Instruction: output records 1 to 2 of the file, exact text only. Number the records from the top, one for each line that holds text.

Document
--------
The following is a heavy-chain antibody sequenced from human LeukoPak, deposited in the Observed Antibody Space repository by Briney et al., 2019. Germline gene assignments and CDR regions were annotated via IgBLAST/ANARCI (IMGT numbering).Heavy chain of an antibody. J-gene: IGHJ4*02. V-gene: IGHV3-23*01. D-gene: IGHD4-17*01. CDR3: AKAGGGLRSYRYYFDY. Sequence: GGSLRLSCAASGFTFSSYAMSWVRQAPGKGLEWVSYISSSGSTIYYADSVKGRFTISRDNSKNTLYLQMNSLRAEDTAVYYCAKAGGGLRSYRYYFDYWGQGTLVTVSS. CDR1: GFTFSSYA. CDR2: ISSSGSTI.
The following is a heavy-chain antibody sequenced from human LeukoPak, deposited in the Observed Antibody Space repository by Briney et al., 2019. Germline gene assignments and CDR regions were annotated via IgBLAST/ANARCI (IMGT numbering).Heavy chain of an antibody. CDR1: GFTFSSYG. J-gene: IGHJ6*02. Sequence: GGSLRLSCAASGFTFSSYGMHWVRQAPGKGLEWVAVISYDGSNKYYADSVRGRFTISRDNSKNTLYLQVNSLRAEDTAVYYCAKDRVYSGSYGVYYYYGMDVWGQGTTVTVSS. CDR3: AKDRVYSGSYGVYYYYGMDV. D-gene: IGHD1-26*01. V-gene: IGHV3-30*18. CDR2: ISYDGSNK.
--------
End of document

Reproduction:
The following is a heavy-chain antibody sequenced from human LeukoPak, deposited in the Observed Antibody Space repository by Briney et al., 2019. Germline gene assignments and CDR regions were annotated via IgBLAST/ANARCI (IMGT numbering).Heavy chain of an antibody. J-gene: IGHJ4*02. V-gene: IGHV3-23*01. D-gene: IGHD4-17*01. CDR3: AKAGGGLRSYRYYFDY. Sequence: GGSLRLSCAASGFTFSSYAMSWVRQAPGKGLEWVSYISSSGSTIYYADSVKGRFTISRDNSKNTLYLQMNSLRAEDTAVYYCAKAGGGLRSYRYYFDYWGQGTLVTVSS. CDR1: GFTFSSYA. CDR2: ISSSGSTI.
The following is a heavy-chain antibody sequenced from human LeukoPak, deposited in the Observed Antibody Space repository by Briney et al., 2019. Germline gene assignments and CDR regions were annotated via IgBLAST/ANARCI (IMGT numbering).Heavy chain of an antibody. CDR1: GFTFSSYG. J-gene: IGHJ6*02. Sequence: GGSLRLSCAASGFTFSSYGMHWVRQAPGKGLEWVAVISYDGSNKYYADSVRGRFTISRDNSKNTLYLQVNSLRAEDTAVYYCAKDRVYSGSYGVYYYYGMDVWGQGTTVTVSS. CDR3: AKDRVYSGSYGVYYYYGMDV. D-gene: IGHD1-26*01. V-gene: IGHV3-30*18. CDR2: ISYDGSNK.